The bots won two of the three matches played.
OpenAI’s bots defeated former professional "Dota 2" players Aug. 5, in a match meant to test the bots’ readiness to take on the world’s top players later this month at the game’s premier tournament, The International.
The bots, called the OpenAI Five, won two of the three matches played. "Dota 2" is a fantasy-style video game played professionally where teams of five characters work together to destroy an enemy’s base at an opposing side of a map. The OpenAI Five lost the third round after the audience was able to choose the teams’ characters for them. After analyzing the lineup, the bots gave themselves a 2.9 percent chance of winning, according to OpenAI CTO Greg Brockman.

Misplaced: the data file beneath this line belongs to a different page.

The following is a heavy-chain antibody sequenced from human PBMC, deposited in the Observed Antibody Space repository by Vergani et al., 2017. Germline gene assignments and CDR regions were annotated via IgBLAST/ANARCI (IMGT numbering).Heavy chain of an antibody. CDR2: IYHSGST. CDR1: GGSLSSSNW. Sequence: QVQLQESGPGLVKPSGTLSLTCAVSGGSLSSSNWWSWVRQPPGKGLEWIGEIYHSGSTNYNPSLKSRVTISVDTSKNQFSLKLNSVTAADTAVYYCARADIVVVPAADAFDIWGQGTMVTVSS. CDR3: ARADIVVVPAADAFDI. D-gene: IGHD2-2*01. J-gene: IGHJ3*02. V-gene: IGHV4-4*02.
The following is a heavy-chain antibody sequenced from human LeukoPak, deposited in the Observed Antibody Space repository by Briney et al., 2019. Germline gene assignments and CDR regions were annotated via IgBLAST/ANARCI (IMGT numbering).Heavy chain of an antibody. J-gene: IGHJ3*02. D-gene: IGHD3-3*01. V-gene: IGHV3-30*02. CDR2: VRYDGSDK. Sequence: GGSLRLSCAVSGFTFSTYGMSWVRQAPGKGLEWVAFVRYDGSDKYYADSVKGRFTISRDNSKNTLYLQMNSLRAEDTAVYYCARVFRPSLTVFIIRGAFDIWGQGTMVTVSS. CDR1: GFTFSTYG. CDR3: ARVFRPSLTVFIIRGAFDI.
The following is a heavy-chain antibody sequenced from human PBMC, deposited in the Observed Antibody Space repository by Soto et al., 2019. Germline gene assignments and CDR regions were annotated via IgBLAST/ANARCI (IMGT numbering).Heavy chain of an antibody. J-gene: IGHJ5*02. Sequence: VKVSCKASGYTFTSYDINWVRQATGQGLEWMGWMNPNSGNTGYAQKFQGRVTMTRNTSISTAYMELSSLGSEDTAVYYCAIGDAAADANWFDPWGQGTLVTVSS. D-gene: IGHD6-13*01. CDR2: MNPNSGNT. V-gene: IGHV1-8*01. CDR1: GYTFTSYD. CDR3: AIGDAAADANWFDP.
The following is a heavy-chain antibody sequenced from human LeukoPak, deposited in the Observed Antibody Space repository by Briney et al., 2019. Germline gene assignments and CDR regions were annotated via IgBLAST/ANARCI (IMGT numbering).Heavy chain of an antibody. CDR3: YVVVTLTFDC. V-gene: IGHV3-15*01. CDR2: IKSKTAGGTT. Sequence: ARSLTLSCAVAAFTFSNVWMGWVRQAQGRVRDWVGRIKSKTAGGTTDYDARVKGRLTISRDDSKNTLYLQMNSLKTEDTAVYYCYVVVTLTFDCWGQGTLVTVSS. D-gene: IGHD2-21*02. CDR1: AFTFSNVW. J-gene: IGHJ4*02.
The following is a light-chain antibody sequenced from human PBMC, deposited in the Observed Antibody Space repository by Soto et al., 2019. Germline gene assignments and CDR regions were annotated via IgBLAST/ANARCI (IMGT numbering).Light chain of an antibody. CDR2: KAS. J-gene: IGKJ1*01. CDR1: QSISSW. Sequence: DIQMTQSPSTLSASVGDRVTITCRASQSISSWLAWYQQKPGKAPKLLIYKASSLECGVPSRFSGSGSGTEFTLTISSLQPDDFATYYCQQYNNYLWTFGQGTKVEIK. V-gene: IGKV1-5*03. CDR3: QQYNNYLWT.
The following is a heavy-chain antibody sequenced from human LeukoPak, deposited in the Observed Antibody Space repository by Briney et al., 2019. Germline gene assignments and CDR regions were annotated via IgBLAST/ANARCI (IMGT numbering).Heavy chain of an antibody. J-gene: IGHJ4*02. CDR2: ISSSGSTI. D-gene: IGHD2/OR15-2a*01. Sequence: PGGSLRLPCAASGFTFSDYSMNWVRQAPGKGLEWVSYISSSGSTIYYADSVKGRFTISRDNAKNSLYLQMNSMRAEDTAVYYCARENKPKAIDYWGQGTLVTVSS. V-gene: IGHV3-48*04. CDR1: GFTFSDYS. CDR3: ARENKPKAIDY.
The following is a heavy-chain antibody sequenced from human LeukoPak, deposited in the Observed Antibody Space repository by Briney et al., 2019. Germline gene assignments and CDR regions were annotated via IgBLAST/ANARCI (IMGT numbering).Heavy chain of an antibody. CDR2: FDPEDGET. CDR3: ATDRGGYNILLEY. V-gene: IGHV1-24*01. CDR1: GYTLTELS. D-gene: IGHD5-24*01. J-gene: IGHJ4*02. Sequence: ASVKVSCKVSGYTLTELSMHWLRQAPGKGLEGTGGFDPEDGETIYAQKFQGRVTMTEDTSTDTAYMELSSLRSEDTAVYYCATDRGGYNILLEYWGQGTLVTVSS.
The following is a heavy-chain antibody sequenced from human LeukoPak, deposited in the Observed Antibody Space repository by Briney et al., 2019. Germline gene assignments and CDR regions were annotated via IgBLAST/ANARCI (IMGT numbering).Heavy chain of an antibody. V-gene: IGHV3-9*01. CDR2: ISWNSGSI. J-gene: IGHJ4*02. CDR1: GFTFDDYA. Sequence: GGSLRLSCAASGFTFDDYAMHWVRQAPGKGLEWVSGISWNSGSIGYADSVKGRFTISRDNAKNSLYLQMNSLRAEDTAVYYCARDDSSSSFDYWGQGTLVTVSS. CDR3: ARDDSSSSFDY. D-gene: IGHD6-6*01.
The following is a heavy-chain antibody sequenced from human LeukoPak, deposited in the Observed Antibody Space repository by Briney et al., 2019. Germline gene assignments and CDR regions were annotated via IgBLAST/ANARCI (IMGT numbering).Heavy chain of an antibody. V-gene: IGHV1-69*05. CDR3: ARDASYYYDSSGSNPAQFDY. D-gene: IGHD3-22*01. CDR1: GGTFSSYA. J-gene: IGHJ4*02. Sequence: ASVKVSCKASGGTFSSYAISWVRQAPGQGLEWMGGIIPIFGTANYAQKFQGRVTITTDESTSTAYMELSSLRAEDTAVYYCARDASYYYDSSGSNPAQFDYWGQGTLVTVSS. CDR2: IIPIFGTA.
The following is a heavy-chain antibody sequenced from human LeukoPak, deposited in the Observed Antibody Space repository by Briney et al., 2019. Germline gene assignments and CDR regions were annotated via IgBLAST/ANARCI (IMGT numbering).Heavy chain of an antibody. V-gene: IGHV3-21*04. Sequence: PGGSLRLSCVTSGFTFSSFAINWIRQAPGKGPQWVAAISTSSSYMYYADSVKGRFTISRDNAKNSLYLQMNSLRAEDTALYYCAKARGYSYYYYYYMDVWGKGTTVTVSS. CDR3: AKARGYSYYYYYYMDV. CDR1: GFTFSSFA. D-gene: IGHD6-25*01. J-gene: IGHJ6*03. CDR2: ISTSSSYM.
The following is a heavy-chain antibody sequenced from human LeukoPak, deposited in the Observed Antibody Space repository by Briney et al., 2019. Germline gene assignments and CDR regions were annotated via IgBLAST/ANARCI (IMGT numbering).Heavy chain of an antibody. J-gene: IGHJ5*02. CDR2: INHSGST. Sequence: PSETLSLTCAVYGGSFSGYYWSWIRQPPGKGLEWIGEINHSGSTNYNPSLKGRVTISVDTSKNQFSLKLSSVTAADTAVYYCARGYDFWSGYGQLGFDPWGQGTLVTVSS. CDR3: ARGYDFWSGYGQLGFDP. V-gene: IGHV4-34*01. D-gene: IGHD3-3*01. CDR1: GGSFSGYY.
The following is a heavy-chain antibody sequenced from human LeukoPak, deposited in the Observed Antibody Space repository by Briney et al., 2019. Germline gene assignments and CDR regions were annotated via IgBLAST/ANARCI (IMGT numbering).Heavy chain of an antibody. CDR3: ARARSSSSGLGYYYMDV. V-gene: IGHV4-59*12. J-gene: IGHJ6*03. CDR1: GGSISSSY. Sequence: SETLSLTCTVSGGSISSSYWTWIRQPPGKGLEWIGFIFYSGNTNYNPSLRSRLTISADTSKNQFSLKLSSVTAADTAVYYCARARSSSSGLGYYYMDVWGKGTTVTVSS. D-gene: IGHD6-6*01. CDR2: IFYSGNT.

While making "Dota 2" bots might seem like an easy way to make a quick buck—The International’s prize pool is $23 million—playing esports isn’t the end goal for the AI software. OpenAI is experimenting with teaching the same algorithm to manipulate objects with a mechanical hand, meaning the software it used for the game could also be used to control complex robotics.
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